I mean you can have a list of things to do - that is cool - but it is the regular practice at the piano learning a piece to performance level - meaning you have learned a piece well-played without mistakes and musical at your level of piano experience. So regardless of any pieces you play, and regardless of your level of play, you have to have some pieces you can play without mistakes and be musical before you begin to play or practice any scales, etc - I don't mean memorizing, just reading and playing the piece by reading the notes on the music stand.

cheers,

3D04TM





Edited by Michael_99 (12/04/13 11:57 PM)

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#2192872 - 12/05/13 10:02 AM Re: Documenting My Progress From Scratch (John Thompson series) [Re: Michael_99]
woodog Offline
Full Member

Registered: 03/21/12
Posts: 365
Loc: Bowling Green, KY
Originally Posted By: Michael_99
Bowling Green, I have read your post, here:



Anything about practicing is about time - and time is about what prevents you from practicing...
(snipped... a list of things that have to be done away from the house) ....

and then ... cooking, eating, washing dishes (shaving cleaning), posting on Piano World ... do daily walks to keep fit, prevent me from getting fat sitting at the piano day after day - currently okay a 170 pounds, raking leaves, shovel snow and cut grass, and pay gas and electricity, internet, and phone bills once a month, sleeping roughly 8 hours a day...

(things that occur in the house and, presumably, near a piano)
...

I would be interested to know what or how other people do it if it is more than that a day even as a piano teacher...

Because when you think how how get up and carry on life for the 24 hours for 365 days - it is interesting about time management and what you can and cannot do in a day/night.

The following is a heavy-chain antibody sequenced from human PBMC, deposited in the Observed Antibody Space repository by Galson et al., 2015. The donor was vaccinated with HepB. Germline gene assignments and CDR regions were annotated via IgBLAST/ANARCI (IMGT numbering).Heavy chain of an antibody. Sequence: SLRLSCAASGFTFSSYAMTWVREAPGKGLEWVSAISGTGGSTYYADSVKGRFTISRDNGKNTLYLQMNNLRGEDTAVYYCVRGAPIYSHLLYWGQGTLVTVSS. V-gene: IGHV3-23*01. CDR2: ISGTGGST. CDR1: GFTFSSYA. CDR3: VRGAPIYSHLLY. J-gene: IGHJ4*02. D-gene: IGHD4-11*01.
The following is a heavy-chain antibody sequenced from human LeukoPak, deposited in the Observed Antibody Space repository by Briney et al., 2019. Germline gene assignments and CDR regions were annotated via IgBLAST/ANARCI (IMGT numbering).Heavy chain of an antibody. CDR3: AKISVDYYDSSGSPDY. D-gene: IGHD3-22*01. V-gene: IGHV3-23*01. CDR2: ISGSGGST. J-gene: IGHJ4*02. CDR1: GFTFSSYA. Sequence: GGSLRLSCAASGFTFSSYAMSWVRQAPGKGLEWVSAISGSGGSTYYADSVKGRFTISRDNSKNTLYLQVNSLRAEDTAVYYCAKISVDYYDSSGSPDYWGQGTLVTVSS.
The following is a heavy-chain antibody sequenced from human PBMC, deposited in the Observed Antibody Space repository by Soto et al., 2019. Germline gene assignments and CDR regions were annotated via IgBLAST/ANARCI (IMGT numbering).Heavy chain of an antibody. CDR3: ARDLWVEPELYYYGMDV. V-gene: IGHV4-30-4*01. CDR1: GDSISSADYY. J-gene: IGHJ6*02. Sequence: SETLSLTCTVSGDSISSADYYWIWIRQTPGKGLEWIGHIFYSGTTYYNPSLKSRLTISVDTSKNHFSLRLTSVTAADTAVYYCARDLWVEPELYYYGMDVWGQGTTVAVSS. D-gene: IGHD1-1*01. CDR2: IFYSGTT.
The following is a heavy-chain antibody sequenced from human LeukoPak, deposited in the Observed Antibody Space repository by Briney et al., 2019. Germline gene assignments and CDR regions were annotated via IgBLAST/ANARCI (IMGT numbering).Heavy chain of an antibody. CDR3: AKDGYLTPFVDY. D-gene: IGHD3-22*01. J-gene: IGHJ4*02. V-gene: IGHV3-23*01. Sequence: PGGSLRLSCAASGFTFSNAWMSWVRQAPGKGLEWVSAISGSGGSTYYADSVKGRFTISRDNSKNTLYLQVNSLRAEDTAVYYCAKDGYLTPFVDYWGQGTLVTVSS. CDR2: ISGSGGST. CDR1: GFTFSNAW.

I mean I would like to play 4 hours every day but I am not there yet. I am hoping to in a year or 2, but who really know if I can do it!

I mean you can have a list of things to do - that is cool - ...

3D04TM



Glad you think it's cool! It's also smart. I've had tons of lessons from different instructors (6 to date, 7 if you include myself, and way more if you include derulux, BobPickle, Morodiene, Zrt90, Berhnahrd, Richard Kant, Graham Fitch and others).

I've learned that the secret is tiny fragments of time interspersed with strategic breaks...

I practice about 2 to three hours a day, but I'm not concerned with the total time.. sometimes it's an hour, sometimes 45 minutes, sometimes an hour and 3 minutes...

I can focus for 15 minutes max. That's about it. Really. I know me better than anyone. Now that I'm paying attention to me, learning is better.

SLEEP. THE SINGLE MOST IMPORTANT DETERMINANT OF QUALITY OF LIFE, LEARNING, EVERYTHING.

That being said.... today started at 5:20 a.m. as it always does.

I write the following not to bore you, but to show how tiny bits of work, strategically placed and faithfully attended to, works (for me, of course)

Coffee! Then... dazed and confused, covered in sleep dirt, head to the piano